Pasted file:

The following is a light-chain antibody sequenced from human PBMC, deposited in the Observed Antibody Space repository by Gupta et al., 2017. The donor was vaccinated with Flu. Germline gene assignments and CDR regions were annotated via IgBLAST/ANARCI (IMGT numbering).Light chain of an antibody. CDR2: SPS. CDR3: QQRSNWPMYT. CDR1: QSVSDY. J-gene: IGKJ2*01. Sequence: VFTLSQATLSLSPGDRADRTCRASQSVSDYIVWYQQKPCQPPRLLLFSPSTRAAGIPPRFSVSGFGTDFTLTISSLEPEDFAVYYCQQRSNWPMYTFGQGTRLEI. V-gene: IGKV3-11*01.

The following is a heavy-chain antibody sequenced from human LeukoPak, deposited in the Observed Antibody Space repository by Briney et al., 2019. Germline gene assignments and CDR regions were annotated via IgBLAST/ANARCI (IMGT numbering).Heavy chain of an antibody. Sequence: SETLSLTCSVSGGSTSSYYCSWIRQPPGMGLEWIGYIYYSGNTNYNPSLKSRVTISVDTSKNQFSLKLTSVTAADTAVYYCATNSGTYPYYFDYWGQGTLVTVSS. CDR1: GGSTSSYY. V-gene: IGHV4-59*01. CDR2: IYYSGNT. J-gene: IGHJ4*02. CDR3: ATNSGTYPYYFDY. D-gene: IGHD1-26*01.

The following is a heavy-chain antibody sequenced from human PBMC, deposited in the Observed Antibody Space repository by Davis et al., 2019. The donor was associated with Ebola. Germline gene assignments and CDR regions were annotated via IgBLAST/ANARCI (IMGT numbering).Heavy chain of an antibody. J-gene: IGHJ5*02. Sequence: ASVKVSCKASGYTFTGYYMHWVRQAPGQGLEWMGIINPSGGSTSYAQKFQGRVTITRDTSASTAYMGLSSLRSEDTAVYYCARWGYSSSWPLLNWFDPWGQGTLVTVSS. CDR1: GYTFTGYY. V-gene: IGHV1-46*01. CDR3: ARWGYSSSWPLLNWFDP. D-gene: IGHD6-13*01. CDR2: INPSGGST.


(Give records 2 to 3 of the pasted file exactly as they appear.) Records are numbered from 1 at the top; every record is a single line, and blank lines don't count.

The following is a heavy-chain antibody sequenced from human LeukoPak, deposited in the Observed Antibody Space repository by Briney et al., 2019. Germline gene assignments and CDR regions were annotated via IgBLAST/ANARCI (IMGT numbering).Heavy chain of an antibody. Sequence: SETLSLTCSVSGGSTSSYYCSWIRQPPGMGLEWIGYIYYSGNTNYNPSLKSRVTISVDTSKNQFSLKLTSVTAADTAVYYCATNSGTYPYYFDYWGQGTLVTVSS. CDR1: GGSTSSYY. V-gene: IGHV4-59*01. CDR2: IYYSGNT. J-gene: IGHJ4*02. CDR3: ATNSGTYPYYFDY. D-gene: IGHD1-26*01.

The following is a heavy-chain antibody sequenced from human PBMC, deposited in the Observed Antibody Space repository by Davis et al., 2019. The donor was associated with Ebola. Germline gene assignments and CDR regions were annotated via IgBLAST/ANARCI (IMGT numbering).Heavy chain of an antibody. J-gene: IGHJ5*02. Sequence: ASVKVSCKASGYTFTGYYMHWVRQAPGQGLEWMGIINPSGGSTSYAQKFQGRVTITRDTSASTAYMGLSSLRSEDTAVYYCARWGYSSSWPLLNWFDPWGQGTLVTVSS. CDR1: GYTFTGYY. V-gene: IGHV1-46*01. CDR3: ARWGYSSSWPLLNWFDP. D-gene: IGHD6-13*01. CDR2: INPSGGST.